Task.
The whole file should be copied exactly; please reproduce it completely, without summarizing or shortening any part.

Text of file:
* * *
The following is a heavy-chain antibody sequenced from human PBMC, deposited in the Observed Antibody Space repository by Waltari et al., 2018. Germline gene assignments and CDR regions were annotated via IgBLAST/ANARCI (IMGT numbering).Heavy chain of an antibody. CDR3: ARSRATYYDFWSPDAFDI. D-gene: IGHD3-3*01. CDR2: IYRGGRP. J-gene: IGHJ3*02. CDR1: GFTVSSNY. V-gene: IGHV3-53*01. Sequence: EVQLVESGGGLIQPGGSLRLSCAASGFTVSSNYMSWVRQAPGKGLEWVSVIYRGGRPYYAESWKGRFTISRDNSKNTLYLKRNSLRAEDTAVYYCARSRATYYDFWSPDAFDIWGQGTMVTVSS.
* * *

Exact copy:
The following is a heavy-chain antibody sequenced from human PBMC, deposited in the Observed Antibody Space repository by Waltari et al., 2018. Germline gene assignments and CDR regions were annotated via IgBLAST/ANARCI (IMGT numbering).Heavy chain of an antibody. CDR3: ARSRATYYDFWSPDAFDI. D-gene: IGHD3-3*01. CDR2: IYRGGRP. J-gene: IGHJ3*02. CDR1: GFTVSSNY. V-gene: IGHV3-53*01. Sequence: EVQLVESGGGLIQPGGSLRLSCAASGFTVSSNYMSWVRQAPGKGLEWVSVIYRGGRPYYAESWKGRFTISRDNSKNTLYLKRNSLRAEDTAVYYCARSRATYYDFWSPDAFDIWGQGTMVTVSS.